Tuesday, May 12, 2009

“What should I do with my life” by Po Bronson

Almost rubbish. That is the feeling I get from the book because it is an assortment of collection of stories from many people hence it not be so well connected in a sense. However, the author still seeks to arrange the stories in certain broad themes and of course, he has many classic lines that are worth remembering:
“Trees are like books – they have an intangible psychic significance far beyond their utilities . "
“I rather expose too much than too little. I rather say hello to strangers than be afraid of them. "
In this book, lots of people interviewed came from the dot coms or the Clinton administration. People who once had everything and now had to look for it again after losing it.
Here are some of the main lessons that one can bring away from the book along with the relevant chapters:
Synchronicity or Not:
Destiny: There is this story about Kat whose events in her life seems all to link her up with her destiny. – Perhaps there is no luck involved. All it was was simply the rational brain putting her back in touch with her deep down longings. Hence all types of luck – good and bad, appear in our daily lives. but our brain chooses the so called Good luck in order to make us connect.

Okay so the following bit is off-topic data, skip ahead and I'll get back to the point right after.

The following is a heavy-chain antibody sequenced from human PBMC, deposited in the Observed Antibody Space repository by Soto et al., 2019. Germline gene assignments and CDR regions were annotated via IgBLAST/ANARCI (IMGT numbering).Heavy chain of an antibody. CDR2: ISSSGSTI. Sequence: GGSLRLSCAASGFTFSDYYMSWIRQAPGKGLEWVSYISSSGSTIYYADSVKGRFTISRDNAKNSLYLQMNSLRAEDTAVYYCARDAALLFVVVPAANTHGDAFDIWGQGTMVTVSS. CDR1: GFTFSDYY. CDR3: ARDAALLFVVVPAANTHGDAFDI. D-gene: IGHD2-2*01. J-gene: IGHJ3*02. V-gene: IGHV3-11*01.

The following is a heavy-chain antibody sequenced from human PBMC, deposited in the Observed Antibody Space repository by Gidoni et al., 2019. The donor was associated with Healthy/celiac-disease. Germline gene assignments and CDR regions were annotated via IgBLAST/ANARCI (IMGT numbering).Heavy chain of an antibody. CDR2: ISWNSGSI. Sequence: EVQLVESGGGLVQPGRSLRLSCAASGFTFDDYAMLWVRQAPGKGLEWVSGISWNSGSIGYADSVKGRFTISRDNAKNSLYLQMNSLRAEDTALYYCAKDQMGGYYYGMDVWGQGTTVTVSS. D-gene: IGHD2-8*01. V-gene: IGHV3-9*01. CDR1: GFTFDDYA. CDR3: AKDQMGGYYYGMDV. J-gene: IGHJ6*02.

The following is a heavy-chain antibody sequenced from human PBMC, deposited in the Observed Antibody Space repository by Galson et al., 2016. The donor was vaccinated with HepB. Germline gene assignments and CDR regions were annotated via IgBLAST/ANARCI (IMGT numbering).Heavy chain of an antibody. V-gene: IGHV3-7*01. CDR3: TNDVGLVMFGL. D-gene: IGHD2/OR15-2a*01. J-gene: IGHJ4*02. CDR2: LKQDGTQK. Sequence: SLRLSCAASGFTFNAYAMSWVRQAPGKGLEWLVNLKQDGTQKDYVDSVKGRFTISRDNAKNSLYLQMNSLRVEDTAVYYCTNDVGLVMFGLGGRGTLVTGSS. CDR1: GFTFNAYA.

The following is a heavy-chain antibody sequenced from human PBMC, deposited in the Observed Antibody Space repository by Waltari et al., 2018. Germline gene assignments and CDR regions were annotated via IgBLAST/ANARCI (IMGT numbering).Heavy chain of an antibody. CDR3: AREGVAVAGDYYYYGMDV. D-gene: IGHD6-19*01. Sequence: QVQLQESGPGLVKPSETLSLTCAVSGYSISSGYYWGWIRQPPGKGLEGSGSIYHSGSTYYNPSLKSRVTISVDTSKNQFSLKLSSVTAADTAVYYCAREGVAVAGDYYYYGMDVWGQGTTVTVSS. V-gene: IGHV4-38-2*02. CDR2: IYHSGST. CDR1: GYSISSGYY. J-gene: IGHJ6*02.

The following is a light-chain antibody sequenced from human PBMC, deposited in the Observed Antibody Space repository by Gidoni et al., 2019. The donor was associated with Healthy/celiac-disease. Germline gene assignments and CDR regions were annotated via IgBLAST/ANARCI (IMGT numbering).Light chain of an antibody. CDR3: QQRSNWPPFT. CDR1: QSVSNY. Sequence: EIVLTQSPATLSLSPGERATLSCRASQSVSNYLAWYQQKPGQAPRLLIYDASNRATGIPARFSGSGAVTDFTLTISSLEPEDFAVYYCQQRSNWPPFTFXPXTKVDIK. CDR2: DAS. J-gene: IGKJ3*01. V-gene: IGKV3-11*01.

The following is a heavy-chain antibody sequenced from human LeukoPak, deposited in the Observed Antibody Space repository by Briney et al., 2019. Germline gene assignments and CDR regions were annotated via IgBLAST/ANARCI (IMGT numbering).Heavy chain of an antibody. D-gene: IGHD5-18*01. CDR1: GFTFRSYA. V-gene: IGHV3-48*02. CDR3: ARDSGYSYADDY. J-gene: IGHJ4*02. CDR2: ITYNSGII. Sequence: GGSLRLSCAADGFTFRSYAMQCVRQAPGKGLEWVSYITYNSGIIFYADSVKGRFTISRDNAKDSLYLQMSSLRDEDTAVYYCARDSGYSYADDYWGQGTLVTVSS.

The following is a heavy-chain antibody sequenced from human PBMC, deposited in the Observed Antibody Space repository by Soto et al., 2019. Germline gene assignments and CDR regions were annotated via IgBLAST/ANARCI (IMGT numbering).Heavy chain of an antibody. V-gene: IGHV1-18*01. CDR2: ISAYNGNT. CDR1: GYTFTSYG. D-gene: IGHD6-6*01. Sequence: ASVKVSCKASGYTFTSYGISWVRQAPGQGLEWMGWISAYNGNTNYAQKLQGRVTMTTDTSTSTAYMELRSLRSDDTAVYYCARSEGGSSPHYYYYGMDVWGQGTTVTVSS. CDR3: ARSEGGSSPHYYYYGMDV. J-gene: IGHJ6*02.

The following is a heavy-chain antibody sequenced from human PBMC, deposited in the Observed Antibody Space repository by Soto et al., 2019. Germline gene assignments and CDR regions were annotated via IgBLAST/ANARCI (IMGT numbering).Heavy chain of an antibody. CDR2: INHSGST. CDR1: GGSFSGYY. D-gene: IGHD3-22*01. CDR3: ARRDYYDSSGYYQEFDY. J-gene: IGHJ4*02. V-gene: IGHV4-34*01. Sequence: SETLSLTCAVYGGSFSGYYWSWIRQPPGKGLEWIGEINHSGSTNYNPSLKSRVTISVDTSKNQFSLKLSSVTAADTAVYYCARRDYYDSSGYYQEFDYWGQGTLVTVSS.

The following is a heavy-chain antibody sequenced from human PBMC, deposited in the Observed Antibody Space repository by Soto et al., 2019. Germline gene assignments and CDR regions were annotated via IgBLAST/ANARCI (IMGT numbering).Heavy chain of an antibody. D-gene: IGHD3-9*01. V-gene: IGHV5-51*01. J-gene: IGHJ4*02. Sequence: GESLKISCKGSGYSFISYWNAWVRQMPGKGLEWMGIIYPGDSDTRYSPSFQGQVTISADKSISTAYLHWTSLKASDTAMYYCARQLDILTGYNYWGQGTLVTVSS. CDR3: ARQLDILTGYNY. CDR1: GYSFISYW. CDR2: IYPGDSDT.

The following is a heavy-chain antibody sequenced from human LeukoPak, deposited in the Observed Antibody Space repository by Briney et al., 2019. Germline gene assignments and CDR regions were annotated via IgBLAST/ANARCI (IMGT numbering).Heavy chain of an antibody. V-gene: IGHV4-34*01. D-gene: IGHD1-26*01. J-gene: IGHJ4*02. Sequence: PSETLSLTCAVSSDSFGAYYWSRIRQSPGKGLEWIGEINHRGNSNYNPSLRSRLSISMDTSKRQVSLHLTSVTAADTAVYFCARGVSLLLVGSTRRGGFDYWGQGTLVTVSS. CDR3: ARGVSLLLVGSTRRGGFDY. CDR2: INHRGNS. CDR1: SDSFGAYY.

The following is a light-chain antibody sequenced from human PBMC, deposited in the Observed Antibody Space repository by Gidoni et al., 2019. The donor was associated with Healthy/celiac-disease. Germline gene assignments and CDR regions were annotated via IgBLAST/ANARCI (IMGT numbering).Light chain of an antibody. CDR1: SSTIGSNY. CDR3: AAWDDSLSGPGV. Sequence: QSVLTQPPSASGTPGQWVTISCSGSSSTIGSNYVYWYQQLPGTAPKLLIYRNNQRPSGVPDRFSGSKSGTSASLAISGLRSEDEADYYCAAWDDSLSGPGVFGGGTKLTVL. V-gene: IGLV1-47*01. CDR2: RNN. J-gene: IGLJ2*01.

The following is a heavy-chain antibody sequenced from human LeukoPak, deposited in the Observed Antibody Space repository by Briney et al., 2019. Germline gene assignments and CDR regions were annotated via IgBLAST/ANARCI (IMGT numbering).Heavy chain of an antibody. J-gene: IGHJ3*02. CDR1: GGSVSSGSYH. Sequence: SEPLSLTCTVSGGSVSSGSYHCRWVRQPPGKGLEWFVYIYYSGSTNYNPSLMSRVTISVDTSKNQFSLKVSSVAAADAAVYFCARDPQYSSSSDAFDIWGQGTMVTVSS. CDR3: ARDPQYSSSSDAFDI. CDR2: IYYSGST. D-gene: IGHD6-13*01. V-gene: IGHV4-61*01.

The Dharma Advisor
It is okay not to have an answer to what you want to do in your life but it is not okay to stop looking.
Have you looked under your bed?
The Entry Level problem. All entry –level jobs suck the big one. However, the entry level job may provide relevant experience and perspective for your dream job in the future –for example sales can help you better as an inventor for the person of the chapter – Noah who wants to be an inventor.
The Brain Candy Generation.
People who found their special place don’t talk about how exciting or stimulating their work is, it is about meaningful/significance/fulfilling.
Certainly, we are better off and will contribute more in a situation that fits us, but in the meantime we can challenge ourselves in the various environments and use them to find out who we are.
The take away lessons seems to be don’t give up on your dreams but there is always a valuable lesson in everything so just keep learning. Just like how the author himself took on some jobs that didn’t suit him but actually helped him to overcome some of his fears – like fear of talking to a stranger over the phone.